Warning: Doing this is making a clear tradeoff between security and speed. Do not do this on the public Internet or across a network you do not trust.
rsync is one of those tools that is in every computer user's toolkit. It's fantastic for moving large amounts of data around and for migrating data from one system to another.
rsync also has a ton of options and, after awhile, you get to where muscle memory means you just type the same few options over and over again. With me, that was
-avz, archive, verbose, compression.
Recently, I was migrating several terabytes of data from a NAS to a computer. As is often the case, I fired up an
rsync job and watched it.
It maxed out at about 35 megabit. Across a gigabit switched internal network.
I grumbled about how the NAS is slow and went to do something else, figuring this was going to take a few days to finish. But a couple hours later it occurred to me to circle back and look at this again. It was bugging me.
My first thought was to eliminate compression. This is going across an entirely internal switched network, I really don't care about reducing bandwidth utilization. So I dropped the -z options.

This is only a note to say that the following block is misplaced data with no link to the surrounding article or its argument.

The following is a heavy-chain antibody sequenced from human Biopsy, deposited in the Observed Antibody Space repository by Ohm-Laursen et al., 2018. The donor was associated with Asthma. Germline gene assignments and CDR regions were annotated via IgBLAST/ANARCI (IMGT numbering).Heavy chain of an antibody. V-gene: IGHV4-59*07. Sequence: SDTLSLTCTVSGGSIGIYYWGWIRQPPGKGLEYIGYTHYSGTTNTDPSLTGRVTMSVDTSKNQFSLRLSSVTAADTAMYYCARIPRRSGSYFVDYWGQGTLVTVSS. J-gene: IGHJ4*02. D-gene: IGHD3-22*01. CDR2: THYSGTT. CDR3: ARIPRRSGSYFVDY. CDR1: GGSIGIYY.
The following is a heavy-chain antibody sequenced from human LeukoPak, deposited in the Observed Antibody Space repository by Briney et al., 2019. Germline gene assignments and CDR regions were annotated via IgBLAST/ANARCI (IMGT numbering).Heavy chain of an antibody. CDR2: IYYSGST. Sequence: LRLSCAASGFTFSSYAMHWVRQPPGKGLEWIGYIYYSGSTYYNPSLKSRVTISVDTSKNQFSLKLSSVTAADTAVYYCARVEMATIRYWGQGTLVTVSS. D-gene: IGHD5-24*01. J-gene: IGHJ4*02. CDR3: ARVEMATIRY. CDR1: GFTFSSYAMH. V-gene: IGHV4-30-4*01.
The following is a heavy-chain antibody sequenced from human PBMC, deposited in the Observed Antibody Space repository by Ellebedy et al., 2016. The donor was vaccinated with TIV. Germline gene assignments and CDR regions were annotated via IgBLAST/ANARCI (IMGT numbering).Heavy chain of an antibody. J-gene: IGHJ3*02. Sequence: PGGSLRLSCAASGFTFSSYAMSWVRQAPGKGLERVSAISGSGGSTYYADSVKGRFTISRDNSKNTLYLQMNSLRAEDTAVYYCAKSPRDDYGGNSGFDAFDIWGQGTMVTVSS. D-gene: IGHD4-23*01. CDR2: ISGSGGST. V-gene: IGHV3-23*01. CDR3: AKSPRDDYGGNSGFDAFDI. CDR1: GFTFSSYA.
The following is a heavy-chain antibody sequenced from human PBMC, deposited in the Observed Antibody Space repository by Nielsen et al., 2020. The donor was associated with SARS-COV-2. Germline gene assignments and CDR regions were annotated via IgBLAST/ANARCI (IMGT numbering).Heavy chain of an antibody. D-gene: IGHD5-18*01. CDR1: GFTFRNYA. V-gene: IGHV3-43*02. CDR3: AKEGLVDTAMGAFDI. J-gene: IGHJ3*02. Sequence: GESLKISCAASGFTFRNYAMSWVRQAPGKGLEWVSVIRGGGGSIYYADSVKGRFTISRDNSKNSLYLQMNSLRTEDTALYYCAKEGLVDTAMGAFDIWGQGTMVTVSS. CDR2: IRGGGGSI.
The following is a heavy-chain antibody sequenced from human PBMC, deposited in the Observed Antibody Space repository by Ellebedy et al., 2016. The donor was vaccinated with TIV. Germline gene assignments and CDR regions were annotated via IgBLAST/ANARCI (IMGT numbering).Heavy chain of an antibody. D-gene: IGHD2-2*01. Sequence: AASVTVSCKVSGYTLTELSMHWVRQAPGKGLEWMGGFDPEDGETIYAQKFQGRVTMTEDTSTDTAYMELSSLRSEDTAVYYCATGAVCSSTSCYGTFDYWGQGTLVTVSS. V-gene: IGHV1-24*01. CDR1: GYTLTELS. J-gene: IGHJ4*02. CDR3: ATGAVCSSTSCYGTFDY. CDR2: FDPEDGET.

The result was an instant speed gain of about 5x. I was pushing 200 megabit now and the time to completion had fallen from six days to about 36 hours. Impressed, I decided to tinker a little bit more. My next idea was to eliminate any encryption (again, this is an entirely internal operation, don't do this across the Internet or on any network you don't trust). No dice, I couldn't drop encryption entirely, but I could choose the weakest cypher that both ends would support. In my case, that was
With a little bit of trial and error and some Googling, this is what I finally came up with:
rsync --info=progress2 -sav -e "ssh -T -c aes128-ctr -o Compression=no -x" [email protected]:/path/to/copy .
No compression, weakest cypher I could find, disabled some stuff on ssh that isn't needed. With this my transfers are sustaining about 250 megabit and the time to completion has fallen to about 24 hours.